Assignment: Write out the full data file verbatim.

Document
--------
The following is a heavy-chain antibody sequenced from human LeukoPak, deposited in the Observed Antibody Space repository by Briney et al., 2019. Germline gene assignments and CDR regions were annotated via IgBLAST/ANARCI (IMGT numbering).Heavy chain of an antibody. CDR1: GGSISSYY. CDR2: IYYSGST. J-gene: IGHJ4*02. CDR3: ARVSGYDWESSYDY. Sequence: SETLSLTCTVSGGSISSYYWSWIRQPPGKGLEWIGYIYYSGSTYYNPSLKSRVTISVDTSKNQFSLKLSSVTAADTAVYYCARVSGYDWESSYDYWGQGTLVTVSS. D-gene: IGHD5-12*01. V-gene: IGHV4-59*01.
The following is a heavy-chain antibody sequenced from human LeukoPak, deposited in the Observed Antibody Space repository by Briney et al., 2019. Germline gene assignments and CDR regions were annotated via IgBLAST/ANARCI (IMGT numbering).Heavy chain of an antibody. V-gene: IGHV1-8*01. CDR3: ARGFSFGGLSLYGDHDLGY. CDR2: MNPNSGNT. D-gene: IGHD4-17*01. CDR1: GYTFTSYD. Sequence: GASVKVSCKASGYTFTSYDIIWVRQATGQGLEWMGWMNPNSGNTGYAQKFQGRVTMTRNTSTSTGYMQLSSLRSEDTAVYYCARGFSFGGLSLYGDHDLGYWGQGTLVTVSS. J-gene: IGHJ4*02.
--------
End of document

The following is a heavy-chain antibody sequenced from human LeukoPak, deposited in the Observed Antibody Space repository by Briney et al., 2019. Germline gene assignments and CDR regions were annotated via IgBLAST/ANARCI (IMGT numbering).Heavy chain of an antibody. CDR1: GGSISSYY. CDR2: IYYSGST. J-gene: IGHJ4*02. CDR3: ARVSGYDWESSYDY. Sequence: SETLSLTCTVSGGSISSYYWSWIRQPPGKGLEWIGYIYYSGSTYYNPSLKSRVTISVDTSKNQFSLKLSSVTAADTAVYYCARVSGYDWESSYDYWGQGTLVTVSS. D-gene: IGHD5-12*01. V-gene: IGHV4-59*01.
The following is a heavy-chain antibody sequenced from human LeukoPak, deposited in the Observed Antibody Space repository by Briney et al., 2019. Germline gene assignments and CDR regions were annotated via IgBLAST/ANARCI (IMGT numbering).Heavy chain of an antibody. V-gene: IGHV1-8*01. CDR3: ARGFSFGGLSLYGDHDLGY. CDR2: MNPNSGNT. D-gene: IGHD4-17*01. CDR1: GYTFTSYD. Sequence: GASVKVSCKASGYTFTSYDIIWVRQATGQGLEWMGWMNPNSGNTGYAQKFQGRVTMTRNTSTSTGYMQLSSLRSEDTAVYYCARGFSFGGLSLYGDHDLGYWGQGTLVTVSS. J-gene: IGHJ4*02.